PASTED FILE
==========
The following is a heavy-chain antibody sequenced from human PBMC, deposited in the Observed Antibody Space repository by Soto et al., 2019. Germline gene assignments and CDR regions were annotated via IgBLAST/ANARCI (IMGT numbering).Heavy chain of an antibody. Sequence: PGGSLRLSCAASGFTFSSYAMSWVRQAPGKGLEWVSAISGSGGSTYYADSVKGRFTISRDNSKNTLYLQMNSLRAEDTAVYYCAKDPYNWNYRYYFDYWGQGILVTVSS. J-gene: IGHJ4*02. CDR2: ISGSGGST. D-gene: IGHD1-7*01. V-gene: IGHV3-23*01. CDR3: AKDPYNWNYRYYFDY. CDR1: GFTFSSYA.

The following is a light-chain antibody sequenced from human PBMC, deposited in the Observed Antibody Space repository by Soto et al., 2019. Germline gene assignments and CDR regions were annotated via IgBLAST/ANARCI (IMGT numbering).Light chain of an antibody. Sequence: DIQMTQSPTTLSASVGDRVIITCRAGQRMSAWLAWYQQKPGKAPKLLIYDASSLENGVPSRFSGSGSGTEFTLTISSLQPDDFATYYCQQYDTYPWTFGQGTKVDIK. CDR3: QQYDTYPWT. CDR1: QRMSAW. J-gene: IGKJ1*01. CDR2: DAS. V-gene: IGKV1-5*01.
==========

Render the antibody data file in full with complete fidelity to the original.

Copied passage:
The following is a heavy-chain antibody sequenced from human PBMC, deposited in the Observed Antibody Space repository by Soto et al., 2019. Germline gene assignments and CDR regions were annotated via IgBLAST/ANARCI (IMGT numbering).Heavy chain of an antibody. Sequence: PGGSLRLSCAASGFTFSSYAMSWVRQAPGKGLEWVSAISGSGGSTYYADSVKGRFTISRDNSKNTLYLQMNSLRAEDTAVYYCAKDPYNWNYRYYFDYWGQGILVTVSS. J-gene: IGHJ4*02. CDR2: ISGSGGST. D-gene: IGHD1-7*01. V-gene: IGHV3-23*01. CDR3: AKDPYNWNYRYYFDY. CDR1: GFTFSSYA.

The following is a light-chain antibody sequenced from human PBMC, deposited in the Observed Antibody Space repository by Soto et al., 2019. Germline gene assignments and CDR regions were annotated via IgBLAST/ANARCI (IMGT numbering).Light chain of an antibody. Sequence: DIQMTQSPTTLSASVGDRVIITCRAGQRMSAWLAWYQQKPGKAPKLLIYDASSLENGVPSRFSGSGSGTEFTLTISSLQPDDFATYYCQQYDTYPWTFGQGTKVDIK. CDR3: QQYDTYPWT. CDR1: QRMSAW. J-gene: IGKJ1*01. CDR2: DAS. V-gene: IGKV1-5*01.